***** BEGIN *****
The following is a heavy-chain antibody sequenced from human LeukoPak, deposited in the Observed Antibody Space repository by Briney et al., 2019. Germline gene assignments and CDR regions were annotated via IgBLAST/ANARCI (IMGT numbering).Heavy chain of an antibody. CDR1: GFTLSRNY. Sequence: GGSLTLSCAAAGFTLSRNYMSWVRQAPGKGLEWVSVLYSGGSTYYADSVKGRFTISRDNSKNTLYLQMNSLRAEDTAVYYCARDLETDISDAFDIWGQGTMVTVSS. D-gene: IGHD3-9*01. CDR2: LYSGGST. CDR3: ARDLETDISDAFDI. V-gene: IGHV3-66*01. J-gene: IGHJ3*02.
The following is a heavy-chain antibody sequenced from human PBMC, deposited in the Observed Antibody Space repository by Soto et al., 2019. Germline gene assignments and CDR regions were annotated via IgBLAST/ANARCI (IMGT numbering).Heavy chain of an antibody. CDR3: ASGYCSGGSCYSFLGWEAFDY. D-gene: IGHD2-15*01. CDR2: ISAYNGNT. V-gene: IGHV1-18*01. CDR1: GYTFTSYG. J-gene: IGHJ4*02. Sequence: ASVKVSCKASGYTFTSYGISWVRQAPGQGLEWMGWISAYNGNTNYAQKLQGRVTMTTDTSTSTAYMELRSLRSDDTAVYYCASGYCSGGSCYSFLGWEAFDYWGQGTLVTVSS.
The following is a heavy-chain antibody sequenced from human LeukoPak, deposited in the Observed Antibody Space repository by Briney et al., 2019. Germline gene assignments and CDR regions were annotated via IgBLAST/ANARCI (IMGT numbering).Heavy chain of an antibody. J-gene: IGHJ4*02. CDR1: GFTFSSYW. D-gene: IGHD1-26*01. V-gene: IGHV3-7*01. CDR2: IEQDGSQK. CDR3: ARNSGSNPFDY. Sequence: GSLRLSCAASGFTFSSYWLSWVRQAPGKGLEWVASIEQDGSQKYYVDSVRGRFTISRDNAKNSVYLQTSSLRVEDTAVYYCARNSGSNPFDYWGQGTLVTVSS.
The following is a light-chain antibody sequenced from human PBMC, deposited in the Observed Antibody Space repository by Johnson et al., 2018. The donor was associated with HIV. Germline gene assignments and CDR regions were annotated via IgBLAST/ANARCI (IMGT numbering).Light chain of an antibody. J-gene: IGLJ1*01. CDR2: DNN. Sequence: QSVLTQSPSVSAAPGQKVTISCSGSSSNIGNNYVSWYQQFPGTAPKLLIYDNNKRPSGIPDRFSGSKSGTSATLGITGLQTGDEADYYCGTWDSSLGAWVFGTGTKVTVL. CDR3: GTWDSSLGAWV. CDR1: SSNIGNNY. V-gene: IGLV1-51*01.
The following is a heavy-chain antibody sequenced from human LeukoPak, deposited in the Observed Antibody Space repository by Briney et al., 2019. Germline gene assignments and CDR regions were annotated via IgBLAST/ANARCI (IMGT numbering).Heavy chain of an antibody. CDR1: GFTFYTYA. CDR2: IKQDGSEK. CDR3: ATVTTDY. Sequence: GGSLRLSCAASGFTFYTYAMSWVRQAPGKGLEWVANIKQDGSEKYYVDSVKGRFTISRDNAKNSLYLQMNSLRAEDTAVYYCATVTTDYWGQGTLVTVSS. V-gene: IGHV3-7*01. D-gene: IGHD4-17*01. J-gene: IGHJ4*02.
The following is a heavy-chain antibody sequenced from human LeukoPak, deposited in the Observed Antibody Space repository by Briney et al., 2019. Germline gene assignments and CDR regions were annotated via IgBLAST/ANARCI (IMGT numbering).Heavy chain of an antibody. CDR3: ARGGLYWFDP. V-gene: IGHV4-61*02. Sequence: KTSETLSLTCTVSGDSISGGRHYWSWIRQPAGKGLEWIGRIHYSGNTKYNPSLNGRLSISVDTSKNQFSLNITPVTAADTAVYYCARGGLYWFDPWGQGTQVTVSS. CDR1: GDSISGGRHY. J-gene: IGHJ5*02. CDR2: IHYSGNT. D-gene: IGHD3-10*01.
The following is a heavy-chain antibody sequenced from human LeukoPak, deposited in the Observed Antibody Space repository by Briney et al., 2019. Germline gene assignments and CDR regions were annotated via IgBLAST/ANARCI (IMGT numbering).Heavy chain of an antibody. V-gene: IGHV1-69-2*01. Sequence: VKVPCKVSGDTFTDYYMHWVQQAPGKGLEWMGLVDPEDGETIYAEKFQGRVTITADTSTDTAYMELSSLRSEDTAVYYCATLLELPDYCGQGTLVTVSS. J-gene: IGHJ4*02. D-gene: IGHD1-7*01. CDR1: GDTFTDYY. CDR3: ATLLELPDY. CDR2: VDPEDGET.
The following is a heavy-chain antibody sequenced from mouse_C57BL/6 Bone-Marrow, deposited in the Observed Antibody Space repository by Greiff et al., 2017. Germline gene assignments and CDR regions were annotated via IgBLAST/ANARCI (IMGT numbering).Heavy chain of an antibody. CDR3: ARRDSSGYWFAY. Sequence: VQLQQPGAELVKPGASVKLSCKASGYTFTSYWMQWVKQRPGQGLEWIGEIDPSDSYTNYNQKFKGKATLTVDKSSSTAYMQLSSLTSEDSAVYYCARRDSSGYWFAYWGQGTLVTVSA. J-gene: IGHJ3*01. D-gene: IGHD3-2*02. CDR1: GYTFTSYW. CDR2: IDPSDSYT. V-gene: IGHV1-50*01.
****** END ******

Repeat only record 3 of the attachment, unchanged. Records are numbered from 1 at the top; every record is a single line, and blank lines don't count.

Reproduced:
The following is a heavy-chain antibody sequenced from human LeukoPak, deposited in the Observed Antibody Space repository by Briney et al., 2019. Germline gene assignments and CDR regions were annotated via IgBLAST/ANARCI (IMGT numbering).Heavy chain of an antibody. J-gene: IGHJ4*02. CDR1: GFTFSSYW. D-gene: IGHD1-26*01. V-gene: IGHV3-7*01. CDR2: IEQDGSQK. CDR3: ARNSGSNPFDY. Sequence: GSLRLSCAASGFTFSSYWLSWVRQAPGKGLEWVASIEQDGSQKYYVDSVRGRFTISRDNAKNSVYLQTSSLRVEDTAVYYCARNSGSNPFDYWGQGTLVTVSS.